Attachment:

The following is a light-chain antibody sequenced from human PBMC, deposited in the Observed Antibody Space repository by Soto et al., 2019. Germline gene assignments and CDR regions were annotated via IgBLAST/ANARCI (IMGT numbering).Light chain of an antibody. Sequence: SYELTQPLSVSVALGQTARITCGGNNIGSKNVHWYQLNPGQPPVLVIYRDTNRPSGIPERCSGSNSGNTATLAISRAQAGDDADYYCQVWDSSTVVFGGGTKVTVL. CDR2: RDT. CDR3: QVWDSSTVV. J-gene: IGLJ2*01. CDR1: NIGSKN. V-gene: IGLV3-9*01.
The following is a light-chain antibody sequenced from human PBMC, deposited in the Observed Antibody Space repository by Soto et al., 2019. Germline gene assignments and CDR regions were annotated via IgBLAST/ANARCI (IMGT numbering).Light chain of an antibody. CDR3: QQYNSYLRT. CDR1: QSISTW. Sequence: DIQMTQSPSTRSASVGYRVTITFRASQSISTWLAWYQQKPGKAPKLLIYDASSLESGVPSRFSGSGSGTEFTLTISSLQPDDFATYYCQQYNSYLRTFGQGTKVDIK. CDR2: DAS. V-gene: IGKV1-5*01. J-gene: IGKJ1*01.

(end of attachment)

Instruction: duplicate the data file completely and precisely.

The following is a light-chain antibody sequenced from human PBMC, deposited in the Observed Antibody Space repository by Soto et al., 2019. Germline gene assignments and CDR regions were annotated via IgBLAST/ANARCI (IMGT numbering).Light chain of an antibody. Sequence: SYELTQPLSVSVALGQTARITCGGNNIGSKNVHWYQLNPGQPPVLVIYRDTNRPSGIPERCSGSNSGNTATLAISRAQAGDDADYYCQVWDSSTVVFGGGTKVTVL. CDR2: RDT. CDR3: QVWDSSTVV. J-gene: IGLJ2*01. CDR1: NIGSKN. V-gene: IGLV3-9*01.
The following is a light-chain antibody sequenced from human PBMC, deposited in the Observed Antibody Space repository by Soto et al., 2019. Germline gene assignments and CDR regions were annotated via IgBLAST/ANARCI (IMGT numbering).Light chain of an antibody. CDR3: QQYNSYLRT. CDR1: QSISTW. Sequence: DIQMTQSPSTRSASVGYRVTITFRASQSISTWLAWYQQKPGKAPKLLIYDASSLESGVPSRFSGSGSGTEFTLTISSLQPDDFATYYCQQYNSYLRTFGQGTKVDIK. CDR2: DAS. V-gene: IGKV1-5*01. J-gene: IGKJ1*01.